A Solar-Powered Wristwatch With An ATtiny13

Wristwatches come in many shapes, sizes, and types, but most still have at least one thing in common: they feature a battery that needs to be swapped or recharged somewhere been every other day and every few years. A rare few integrate a solar panel that keeps the internal battery at least somewhat topped up, as environmental light permits.

This “Perpetual” wristwatch designed by [Serhii Trush] aims to keep digitally ticking along using nothing but the integrated photodiodes, a rechargeable LIR2430 cell, and a power-sipping face that uses one LED for each hour of the day.

The face of the perpetual wristwatch. (Credit: Serhii Trush)
The face of the perpetual wristwatch. (Credit: Serhii Trush)

The wristwatch’s operation is demonstrated in the linked video (in Ukrainian, auto-generated subtitles available): to read out the current time, the button in the center is pressed, which first shows the hour, then the minutes (in 5 minute intervals).

After this the ATtiny13 MCU goes back to sleep, briefly waking up every 0.5 seconds to update the time, which explains why there’s no RTC crystal. The 12 BPW34S photodiodes are enough to provide 2 mA at 0.5 V in full sunlight, which together keep the LIR2430 cell charged via a Zener diode.

As far as minimalistic yet practical designs go, this one is pretty hard to beat. If you wish to make your own, all of the design files and firmware are provided on the GitHub page.

Although we certainly do like the exposed components, it would be interesting to see this technique paired with the PCB watch face we covered recently.

Thanks to [Lucas] for the tip.

22 thoughts on “A Solar-Powered Wristwatch With An ATtiny13

  1. So if a LIR2430 has 95mAh, and it charges at 2mA, that’s about 48 hours worth of direct sun that it stores. If it doesn’t run years on that, it’s understandable given it’s a minimalist DIY and a neat one at that. However, mass produced watches can actually do quite a bit more with solar and still not have issues staying charged; and I was surprised to hear them described as rare.

    As a point of comparison, for direct sunlight a random solar casio watch with unknown charging current may need only 18 hours to charge from minimum to full. If you just want the time rather than also wanting sensors and lights, it should last many months before it’s low again even in a drawer. If you have it in a well-lit room for 8 hours a day or you can get it out in the sun for a short while each day, it may never go flat on its own. I have one with the sensors and automatic backlight and such turned on, and don’t always give it enough light especially in the winter, so I do have to put it under a lamp or something a few times a year.

          1. Both use the surface of the face; the former is a more modern design and I guess they decided the panels were good enough that they could sacrifice performance in order to make it invisible. Apparently it looks like this underneath the dial (The prw 50 and 60 are mostly the same thing). https://protrek.com/img/watches/PRW-60series/casio-mens-outdoor-watch-prw-60-Shadow-dispersing-solar-panel.png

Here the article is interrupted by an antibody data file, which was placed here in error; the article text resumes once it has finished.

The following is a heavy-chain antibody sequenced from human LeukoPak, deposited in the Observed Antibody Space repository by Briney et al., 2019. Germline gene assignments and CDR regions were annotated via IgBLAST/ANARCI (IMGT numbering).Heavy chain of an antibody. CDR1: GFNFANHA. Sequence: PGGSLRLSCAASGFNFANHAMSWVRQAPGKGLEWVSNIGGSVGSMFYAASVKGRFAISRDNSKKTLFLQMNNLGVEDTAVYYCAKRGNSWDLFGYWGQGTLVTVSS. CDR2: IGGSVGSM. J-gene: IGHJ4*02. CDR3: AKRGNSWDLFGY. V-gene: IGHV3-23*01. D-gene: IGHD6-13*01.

You can see the panel directly, on the older one.

  2. Citizen Eco-Drives aren’t that rare. Had mine since 2006, aside from replacing the crystal when I scraped it on concrete it’s been trouble free and has the correct time while only being updated every year or so. (Time change only requires a toggle)

    1. I have a couple–one for daily wear, one for dressy occasions. About a work day of light lasts for around six months. They’re pretty great.

      Not to belittle this build. It’s a neat little doohicky, and way cooler looking than if he’d just stuck the wee diodes in a grid or whatever. Looks are where a lot of these kinds of projects fall flat. Granted, the push-to-tell-time thing is sub-optimal.

  3. “briefly waking up every 0.5 seconds to update the time”
    Seems rather wasteful considering that RTCs are more accurate and use less power. The better option is to find an MCU with both an RTC and a low-power sleep mode.

  4. I wonder how much drift it has. The atmega328p’s internal oscillator can generally be tuned to about +/-0.25%, which works out to about 4min/day. Not a big deal if you’re willing to make setting it a part of your daily routine, though looking at the current code it seems that you need to program it to set the time. Some rtc chips can be very low power and can get you to less than 1/4s per day. With the ds3231, after you enable square wave output, you could wake the attiny with a 1hz interrupt from rtc. I did some quick and dirty calcs with the following numbers:

    -20 cycles per active period (est, really just adding 1 to a register)
    -6 cycle startup
    -1hz wakeup (yeah, I know he does 0.5Hz)
    -attiny running off of wdt osc
    -0.84uA consumption on ds3231
    -attiny 60uA active
    -attiny 0.3uA power down
    -attiny 4.5uA idle w/ wdt osc running

    With these numbers, the Attiny only system would draw 4.5uA, while the DS3231+attiny would draw 1.5uA, with the difference coming from being able to fully power down the Attiny with the ds3231 sending wakeup interrupts. Of course, I’m missing any input parasitics on the Attiny, external component draws, etc, but the point is that running it with a ds3231 would almost definitely take less power properly implemented.

    It would require more startup overhead to configure the ds3231 via I2C and thus more work to program.

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